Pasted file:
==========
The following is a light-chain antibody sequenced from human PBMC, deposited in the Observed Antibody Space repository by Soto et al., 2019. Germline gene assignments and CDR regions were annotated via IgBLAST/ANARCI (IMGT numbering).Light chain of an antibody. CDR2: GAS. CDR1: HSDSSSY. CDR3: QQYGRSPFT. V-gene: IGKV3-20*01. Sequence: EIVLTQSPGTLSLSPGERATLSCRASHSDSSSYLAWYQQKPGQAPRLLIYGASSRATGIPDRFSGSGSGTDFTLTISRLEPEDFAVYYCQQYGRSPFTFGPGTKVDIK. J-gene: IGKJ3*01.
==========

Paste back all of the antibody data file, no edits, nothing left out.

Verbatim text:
The following is a light-chain antibody sequenced from human PBMC, deposited in the Observed Antibody Space repository by Soto et al., 2019. Germline gene assignments and CDR regions were annotated via IgBLAST/ANARCI (IMGT numbering).Light chain of an antibody. CDR2: GAS. CDR1: HSDSSSY. CDR3: QQYGRSPFT. V-gene: IGKV3-20*01. Sequence: EIVLTQSPGTLSLSPGERATLSCRASHSDSSSYLAWYQQKPGQAPRLLIYGASSRATGIPDRFSGSGSGTDFTLTISRLEPEDFAVYYCQQYGRSPFTFGPGTKVDIK. J-gene: IGKJ3*01.